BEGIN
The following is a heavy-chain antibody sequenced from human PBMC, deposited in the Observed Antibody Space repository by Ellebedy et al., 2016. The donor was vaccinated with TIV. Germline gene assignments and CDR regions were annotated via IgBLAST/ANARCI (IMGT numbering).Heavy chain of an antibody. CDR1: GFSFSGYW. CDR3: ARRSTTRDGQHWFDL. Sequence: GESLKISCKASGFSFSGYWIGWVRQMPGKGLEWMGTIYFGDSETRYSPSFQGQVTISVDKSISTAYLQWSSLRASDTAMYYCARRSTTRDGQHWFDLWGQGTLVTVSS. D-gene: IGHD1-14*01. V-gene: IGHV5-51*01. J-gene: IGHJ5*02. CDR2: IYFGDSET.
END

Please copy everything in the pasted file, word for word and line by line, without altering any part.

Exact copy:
The following is a heavy-chain antibody sequenced from human PBMC, deposited in the Observed Antibody Space repository by Ellebedy et al., 2016. The donor was vaccinated with TIV. Germline gene assignments and CDR regions were annotated via IgBLAST/ANARCI (IMGT numbering).Heavy chain of an antibody. CDR1: GFSFSGYW. CDR3: ARRSTTRDGQHWFDL. Sequence: GESLKISCKASGFSFSGYWIGWVRQMPGKGLEWMGTIYFGDSETRYSPSFQGQVTISVDKSISTAYLQWSSLRASDTAMYYCARRSTTRDGQHWFDLWGQGTLVTVSS. D-gene: IGHD1-14*01. V-gene: IGHV5-51*01. J-gene: IGHJ5*02. CDR2: IYFGDSET.